It is time to call out the deliberate narrative, being fuelled by this Government that our agriculture sector, and the farming families that underpin it, are climate and environmental villains.
It started over a decade ago with the dirty dairying campaign and has now widened to include all our animal food producing sectors.
These voices are no longer at the extreme of our community debate but rather at the centre of our government.
At the core of their belief is that our future world cannot sustain animal food production and we should start weaning ourselves off the animal protein diet in order to improve our health and environment.
Recently Government Minister Julie-Anne Genter told hospitals that they should encourage meat and dairy free meals to save the environment, whilst our national museum Te Papa has an exhibition that recommends our kids to go meat and dairy free for three days a week to contribute to a low emissions climate future.
Last week an IPCC report talked about the importance of a balanced diet that includes fruit, vegetables, grains and low emissions animal food production systems.
Typically that was grist to the mill for those who yearn for the taming of agribusiness and the report was duly framed up domestically as a further threat to NZ farming.
We need to move the conversation from condemnation to celebration.
The fact is that New Zealand's farming systems are extremely efficient, and we lead the way in producing high quality products within a low emissions profile.
Our environmental footprint is improving as technology is matched by our farmers' ever willingness to adapt, change and innovate.
Our primary sector understands our reputation as a safe producer of food must be underpinned by sustainable farming practices.
They accept change is a constant, in fact global leadership in food production demands it, but surely it is reasonable to ask that the society in which we produce it to quietly applaud our efforts, rather than rushing to find an example of failure in one of our 23,000 farms and dressing it up as typical.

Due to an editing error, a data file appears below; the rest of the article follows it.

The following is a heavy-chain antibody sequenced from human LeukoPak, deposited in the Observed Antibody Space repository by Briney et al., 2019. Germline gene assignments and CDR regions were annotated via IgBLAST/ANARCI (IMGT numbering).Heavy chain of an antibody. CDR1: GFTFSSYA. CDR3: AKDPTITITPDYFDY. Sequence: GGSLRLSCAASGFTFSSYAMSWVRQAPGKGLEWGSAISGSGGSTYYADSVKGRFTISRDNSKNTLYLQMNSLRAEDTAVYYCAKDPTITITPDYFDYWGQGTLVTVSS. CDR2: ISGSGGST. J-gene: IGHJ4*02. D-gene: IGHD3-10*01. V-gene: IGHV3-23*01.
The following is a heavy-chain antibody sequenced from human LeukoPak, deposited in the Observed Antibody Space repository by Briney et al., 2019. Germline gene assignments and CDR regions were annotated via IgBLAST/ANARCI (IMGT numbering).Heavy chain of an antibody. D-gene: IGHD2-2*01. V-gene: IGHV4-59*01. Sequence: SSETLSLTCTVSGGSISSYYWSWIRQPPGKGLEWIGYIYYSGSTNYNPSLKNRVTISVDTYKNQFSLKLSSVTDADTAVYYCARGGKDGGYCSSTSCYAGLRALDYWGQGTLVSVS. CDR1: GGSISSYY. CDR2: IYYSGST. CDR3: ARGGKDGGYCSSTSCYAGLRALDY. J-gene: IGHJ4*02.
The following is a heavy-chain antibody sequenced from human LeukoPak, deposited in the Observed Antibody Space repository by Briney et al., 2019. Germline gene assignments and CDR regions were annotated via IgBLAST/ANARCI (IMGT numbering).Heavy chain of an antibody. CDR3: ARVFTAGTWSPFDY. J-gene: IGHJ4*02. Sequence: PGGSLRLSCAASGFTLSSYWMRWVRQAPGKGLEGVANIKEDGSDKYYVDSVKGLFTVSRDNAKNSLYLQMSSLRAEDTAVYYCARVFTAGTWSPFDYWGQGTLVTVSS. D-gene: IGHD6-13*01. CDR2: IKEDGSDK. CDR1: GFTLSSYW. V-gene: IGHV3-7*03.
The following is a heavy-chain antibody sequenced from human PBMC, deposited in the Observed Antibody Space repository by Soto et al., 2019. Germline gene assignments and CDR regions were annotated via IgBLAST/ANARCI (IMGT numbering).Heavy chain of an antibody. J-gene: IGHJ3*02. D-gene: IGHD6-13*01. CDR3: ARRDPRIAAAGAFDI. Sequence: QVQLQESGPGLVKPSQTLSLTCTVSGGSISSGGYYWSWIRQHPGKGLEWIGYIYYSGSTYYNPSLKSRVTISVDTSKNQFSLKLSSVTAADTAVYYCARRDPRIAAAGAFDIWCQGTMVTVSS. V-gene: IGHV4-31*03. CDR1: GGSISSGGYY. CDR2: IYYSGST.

Of course, too much meat can be detrimental, and clearly plant-based foods are essential for a balanced diet. But the health benefits of including meat and dairy in your diet are well documented and a balanced diet must be encouraged.
A recent briefing from MPI's Chief Science Advisor into the EAT-Lancet Commission report showed that many of the reports condemning meat and dairy production are using generalisations regarding the environmental footprint of farming, and are not taking New Zealand's superior farming systems into consideration.
Globally, the concerns around red meat production stems from the intensive feedlot industry that can house tens of thousands of animals at each site, and require excessive amounts of water and grain to maintain their systems.
New Zealand farms are overwhelmingly pasture based. Our farming systems are not comparable in the least to a feedlot system.
It's telling that we can produce enough food to feed 40 million people globally and are still the most carbon efficient producer in the world based on output of food compared to emissions produced.
A glass of New Zealand milk can be shipped to the next most efficient country (Ireland) to be consumed there, and it still has a lower carbon footprint than an equivalent Irish glass of milk.
This shows how ahead of the curve we really are. The UK Guardian responded to the recent climate change report by declaring – 'Eat more NZ Lamb'. This seems to be lost in the ninth floor of the Beehive.
That recent IPCC report actually highlighted the advantages we face in this country due to our efficient farming system.
The global population is constantly increasing, and overall meat and dairy consumption per capita continues to increase.
New Zealand is at the forefront of efficient food production, and therefore if we're to lower our global emissions we should be leading the way, not constraining ourselves and diminishing our output.
One final reality check - 56 per cent of New Zealand's exports are food.
New Zealand is a little country at the bottom of the world that needs to produce stuff to survive.
Every time we buy pharmaceuticals, cars or computers from the rest of the world we need to pay for it by selling them something. As a country with a small population but a large natural resource base, this tends to be food and materials, minerals or tourism.
This Government has already shown a recklessness when it comes to our oil, gas and mining sectors.
Let's not allow them to take the same approach to our farmers. Our standard of living depends on it.